Not a lot of people are interested in Dada. What genius, it’s so boring today! I’ve had an interest for a very, very long time and as you can see in my film, Kyril is exactly Tristan Tzara. The first time I heard Florence Foster Jenkins’ voice, I immediately thought of an artist’s performance. I started to think about what is art and what is absurd. There is something true about Dada, it’s Marguerite’s moment of artistic liberty; there is something absurd but also something alive. But most importantly there is something funny, there is something about what it is to love, about provocation and about freedom. This woman is more than 50 years old and she is like a prisoner in the chateau. These young men come along and she is like a muse for them, because she’s stronger than them and she’s the expression of everything they are looking for. There’s a mix of freedom and energy and humour.
What was the most difficult thing during the writing process and the greatest challenge during the actual production?
The most difficult thing was that everything in this character looks ridiculous. All my work was to make her human. With every film, I can’t start to write unless I feel this very simple idea: that nobody would believe it. For me, the most important film I’ve done is In the Beginning. It’s set in Northern France and it’s the story of a small-time crook who pretends to be an engineer working for the government, who builds two kilometres of motorway before they realise he’s a fake. How is it possible today that that happened? I start to write when I feel that nobody will believe it, that’s where I need to work to make it real. I need to investigate something very simple, very basic, and then I need imagination. The most challenging thing was to make people believe that the story was possible and to create something emotional about this ridiculous voice.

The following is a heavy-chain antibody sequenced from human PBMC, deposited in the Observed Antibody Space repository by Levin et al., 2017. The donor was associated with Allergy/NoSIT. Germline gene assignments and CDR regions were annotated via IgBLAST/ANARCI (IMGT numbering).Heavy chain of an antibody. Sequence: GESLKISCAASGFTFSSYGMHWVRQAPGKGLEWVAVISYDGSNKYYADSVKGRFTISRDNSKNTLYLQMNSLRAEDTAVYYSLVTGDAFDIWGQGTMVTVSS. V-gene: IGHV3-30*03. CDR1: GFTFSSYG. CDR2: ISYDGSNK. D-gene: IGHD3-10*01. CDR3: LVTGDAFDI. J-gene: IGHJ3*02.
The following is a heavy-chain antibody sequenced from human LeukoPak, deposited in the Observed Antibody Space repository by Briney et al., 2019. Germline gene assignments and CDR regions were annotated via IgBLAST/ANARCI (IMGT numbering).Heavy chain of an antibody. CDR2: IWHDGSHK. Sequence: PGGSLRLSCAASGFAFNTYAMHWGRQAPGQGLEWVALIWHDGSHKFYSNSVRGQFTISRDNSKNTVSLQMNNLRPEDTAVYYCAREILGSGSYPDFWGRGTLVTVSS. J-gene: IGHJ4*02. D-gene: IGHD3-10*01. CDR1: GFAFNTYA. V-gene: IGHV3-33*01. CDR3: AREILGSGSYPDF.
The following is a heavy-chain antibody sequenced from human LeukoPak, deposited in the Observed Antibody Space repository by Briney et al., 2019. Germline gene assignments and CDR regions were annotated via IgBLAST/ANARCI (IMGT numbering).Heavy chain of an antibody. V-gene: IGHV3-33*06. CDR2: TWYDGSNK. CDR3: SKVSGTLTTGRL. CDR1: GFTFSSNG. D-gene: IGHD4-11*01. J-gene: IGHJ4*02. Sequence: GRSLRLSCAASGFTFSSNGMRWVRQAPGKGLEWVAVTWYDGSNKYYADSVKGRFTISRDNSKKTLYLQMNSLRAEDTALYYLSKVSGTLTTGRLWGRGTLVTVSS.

Let’s talk about the cinematography: it’s a decadent setting but it’s quite polished. What did you have in mind?
I work with an amazing cinematographer, a Belgian living in LA, who had a beautiful idea. He found some very strange lenses from the 50s, a real cinemascope. He asked Panavision in LA to polish the lenses with diamond powder, so when the camera passes the light there is a strange feeling, a flare. It was important that everything in the film feels completely real, like a documentary, but these lenses gave a sense of something more than reality. I’m obsessed with the movement of the actors in the frame. It’s very sensual to have male and female bodies together and it’s like the theatre. When you see something in cinema there is more than what is on screen, there is an emotion and there is something about space and bodies that expresses something deep about the characters.
Catherine says you sent her a copy of the book Les Tragédiennes de l’Opéra: de Rose Caron à Fanny Heldy, le Feu Sacré des Déesses du Palais Garnier 1875-1939. How did you want her to prepare for it? Did she get singing lessons?
Catherine decided to take some singing lessons and it was a nightmare for me, because that’s the opposite of what I wanted. I told her: “Of course I don’t want you to know how to sing!”. It was very complicated, very dangerous and very difficult for her voice, because during Queen of the Night, for example, you need to be a soprano coloratura to reach the notes. We ended up with a voice double, so there was an opera singer on the set all the time giving her a lot of advice about how to stand when singing. She’s not supposed to be an innocent child, she’s working for hours every day. If you just see her, without hearing her voice, she’s a real opera singer. A really important moment was three days before shooting, when we took all the pictures of her in the different costumes, and suddenly the character was alive.
Marguerite is released in selected cinemas on 18th March 2016.
Watch the trailer for Marguerite here: